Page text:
• Yas
    January 12, 2017 at 2:30 PM

    Fantastc article! Very true.

  • Cassie
    January 12, 2017 at 2:46 PM

    I am finally on track with my photography journey. I’m beginning to understand what it is that makes my heart happy in a photo, but there have been times when I have thought I’d never get it. I’m glad to hear that professionals have felt the same way too!

  • Silvina
    January 12, 2017 at 4:15 PM

    Thanks all of you! :)

  • Liz
    January 12, 2017 at 5:28 PM

    I so needed to read this tonight. Recently I’ve even thought of hanging up my DSLR and forgetting it totally. I try so hard to get the shots I’m dreaming about but having read this article tonight, I realise I probably have another few thousand clicks to go! It doesn’t help that I constantly compare my work to others instead of focusing (no pun intended!) on what I personally want to achieve. Thank you for the insight!

  • Jenn
    January 12, 2017 at 7:20 PM

    Love these! Especially number six. Thanks for the content! Jenn :)

  • Juls
    January 13, 2017 at 1:14 AM

    Great info put together well and spoken from real experience. Thankyou definitely inspiring

  • Jennifer
    January 13, 2017 at 2:09 AM

    What a stunning post !! Thank you so much for sharing ! Here is mine below :
    When I first started photography I wish I had known that :
    • I will never know everything there is to know. To learn something new everyday for the rest of my life is pure perfection, and that life will always be a journey with challenges, variety and colour.
    • Success does not come overnight, it is a slow process of working smart and hard.
    • To be comfortable with your camera, clients and self takes time so don’t rush the process.
    • Remember that we all started somewhere, whether in our garage or home studio, so lend a hand to other photographers who need an ear or guidance.
    • Give back to your community or local charities, if you cannot afford money then give your time, your expertise or knowledge. Every little thing is greatly appreciated.
    • Learn from your mistakes, keep an info file where you can make some notes or file away interesting articles which you can refer to do.
    • Have a vision board next to your desk so that you can visualise your goals and dreams everytime you are there. Soon your dreams are realised.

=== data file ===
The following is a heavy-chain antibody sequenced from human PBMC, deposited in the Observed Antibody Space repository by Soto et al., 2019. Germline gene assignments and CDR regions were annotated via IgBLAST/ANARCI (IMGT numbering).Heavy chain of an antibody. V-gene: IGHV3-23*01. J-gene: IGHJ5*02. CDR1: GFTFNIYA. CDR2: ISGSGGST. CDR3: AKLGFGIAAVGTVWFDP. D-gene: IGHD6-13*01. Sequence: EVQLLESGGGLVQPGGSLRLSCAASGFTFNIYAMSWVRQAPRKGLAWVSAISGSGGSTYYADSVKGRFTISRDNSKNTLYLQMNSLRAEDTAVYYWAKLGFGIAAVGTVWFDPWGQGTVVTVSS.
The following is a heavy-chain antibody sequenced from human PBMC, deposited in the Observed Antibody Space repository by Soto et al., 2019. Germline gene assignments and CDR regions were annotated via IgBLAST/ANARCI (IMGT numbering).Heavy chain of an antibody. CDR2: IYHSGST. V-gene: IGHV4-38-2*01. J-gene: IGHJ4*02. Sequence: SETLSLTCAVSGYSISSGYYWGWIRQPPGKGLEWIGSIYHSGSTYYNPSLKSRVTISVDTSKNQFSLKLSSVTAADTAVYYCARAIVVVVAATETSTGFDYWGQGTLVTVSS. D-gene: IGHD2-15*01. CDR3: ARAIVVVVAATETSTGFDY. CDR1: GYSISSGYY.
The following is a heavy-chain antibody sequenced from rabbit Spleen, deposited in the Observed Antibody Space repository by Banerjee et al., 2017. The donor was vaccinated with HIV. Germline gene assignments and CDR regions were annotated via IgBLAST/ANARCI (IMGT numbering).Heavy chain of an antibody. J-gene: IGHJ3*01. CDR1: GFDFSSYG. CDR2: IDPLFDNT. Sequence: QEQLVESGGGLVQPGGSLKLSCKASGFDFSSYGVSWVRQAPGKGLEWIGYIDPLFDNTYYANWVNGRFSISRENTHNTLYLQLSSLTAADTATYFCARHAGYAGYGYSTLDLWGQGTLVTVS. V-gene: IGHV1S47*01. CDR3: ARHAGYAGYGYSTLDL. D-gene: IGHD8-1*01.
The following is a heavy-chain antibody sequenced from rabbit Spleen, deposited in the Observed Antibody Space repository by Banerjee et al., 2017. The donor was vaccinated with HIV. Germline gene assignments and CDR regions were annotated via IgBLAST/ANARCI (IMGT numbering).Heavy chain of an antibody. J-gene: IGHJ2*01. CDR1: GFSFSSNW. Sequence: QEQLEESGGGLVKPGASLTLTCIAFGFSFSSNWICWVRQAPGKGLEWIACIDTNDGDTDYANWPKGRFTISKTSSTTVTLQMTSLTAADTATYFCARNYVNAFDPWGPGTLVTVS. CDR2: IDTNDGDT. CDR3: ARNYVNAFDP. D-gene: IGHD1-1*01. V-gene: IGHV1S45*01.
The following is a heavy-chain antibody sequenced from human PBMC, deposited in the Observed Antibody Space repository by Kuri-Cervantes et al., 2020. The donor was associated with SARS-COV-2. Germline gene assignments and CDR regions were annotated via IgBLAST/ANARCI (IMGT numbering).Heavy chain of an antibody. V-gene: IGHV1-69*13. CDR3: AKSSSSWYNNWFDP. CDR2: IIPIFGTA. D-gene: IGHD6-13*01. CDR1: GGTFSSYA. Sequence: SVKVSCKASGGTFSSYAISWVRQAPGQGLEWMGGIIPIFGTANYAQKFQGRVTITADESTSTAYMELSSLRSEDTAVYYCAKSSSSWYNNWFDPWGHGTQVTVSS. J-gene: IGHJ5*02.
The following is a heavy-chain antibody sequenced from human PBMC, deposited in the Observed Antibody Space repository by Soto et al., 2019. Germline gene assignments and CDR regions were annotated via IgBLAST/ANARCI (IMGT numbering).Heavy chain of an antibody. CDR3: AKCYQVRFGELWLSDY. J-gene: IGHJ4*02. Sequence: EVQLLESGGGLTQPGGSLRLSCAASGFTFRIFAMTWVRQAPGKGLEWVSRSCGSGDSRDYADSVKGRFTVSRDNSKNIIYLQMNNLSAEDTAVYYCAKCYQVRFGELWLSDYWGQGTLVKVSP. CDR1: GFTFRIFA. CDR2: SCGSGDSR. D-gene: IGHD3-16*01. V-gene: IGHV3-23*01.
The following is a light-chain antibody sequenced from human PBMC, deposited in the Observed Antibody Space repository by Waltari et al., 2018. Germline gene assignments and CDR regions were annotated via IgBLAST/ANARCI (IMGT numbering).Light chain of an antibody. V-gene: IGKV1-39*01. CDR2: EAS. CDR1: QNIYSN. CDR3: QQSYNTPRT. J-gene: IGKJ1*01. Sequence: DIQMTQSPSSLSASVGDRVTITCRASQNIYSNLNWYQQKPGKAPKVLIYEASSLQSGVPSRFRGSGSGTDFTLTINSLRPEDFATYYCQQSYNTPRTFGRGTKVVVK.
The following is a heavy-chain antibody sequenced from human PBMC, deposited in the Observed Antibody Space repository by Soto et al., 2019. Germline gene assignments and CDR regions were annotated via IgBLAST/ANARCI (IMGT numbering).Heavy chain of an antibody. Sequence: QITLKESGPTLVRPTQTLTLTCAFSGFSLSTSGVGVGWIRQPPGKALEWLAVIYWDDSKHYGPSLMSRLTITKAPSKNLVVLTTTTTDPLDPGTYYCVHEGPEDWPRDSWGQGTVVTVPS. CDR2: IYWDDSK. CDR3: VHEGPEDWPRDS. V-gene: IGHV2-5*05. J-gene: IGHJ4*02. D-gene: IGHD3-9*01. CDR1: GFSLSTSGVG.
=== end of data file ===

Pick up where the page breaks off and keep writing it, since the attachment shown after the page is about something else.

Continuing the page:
• It is ok to ask for help whether from another photographer, your friend or your support network. Facebook and the internet have wonderful forums which can help.
    • It is ok to pack your camera away for a few days and just sit and WATCH life instead of photograph it . To enjoy how people interact with each other, how the sun breaks through the clouds, how a lonely ant tries to take a food morsel back to its home.
    • It is ok to not want to be a photographer sometimes, but rather to be a painter, poet or rock star. Being a photographer, does not stop you from wanting more, doing more, being more. Your world is your oyster.
    • No matter how far you come, how much money you may earn or wonderful equipment you may be using, always remain true to yourself, your craft and remain humble.
    • Don’t beat yourself up when you stumble or feel down. Give yourself a few days to work through the lows so that you can move to the high again. Life is always hills and valleys.
    • Exercise – your body and your brain. This does wonders for your creativity and your overall sense of well being.
    • Be kind and be patient.

  • Teresa Brause
    January 13, 2017 at 3:45 PM

    Thank you Jennifer!!!! I feel I am trying so hard to have a perfect picture that I forget to have fun. I am not doing this to make money but to learn to take good pictures even if it is our dog – who loves her picture taken. Now to tackle photos in the snow. You have given me permission to be real and to enjoy the steps along the way thank you again

  • Beatriz Montiel
    January 15, 2017 at 7:14 AM

    Nada mr nutre más que los trstimonios y experiencias de itros fotógrafos con los que uno de identifica, graciad por compartir, thanks!

  • Michael Murrell
    January 15, 2017 at 3:31 PM

    I wish I had know that to get better at photography I had to actually put pick up my camera and start shooting. I spent way to much time and money going conferences, watching videos, and reading magazines instead of just getting out and shooting. Then, when I came home with the images they just sat on my computer for weeks because I didn’t really know what to do with the raw images I captured. But, I persevered and now my photography world have exploded. So, just get out and shoot!


  • Sue
    January 15, 2017 at 10:28 PM

    Thanks for taking the pressure off! I’m such a novice at photography but I won’t beat myself up so much about it. I will just make the hobby I want it to be and enjoy it. Have a lovely day!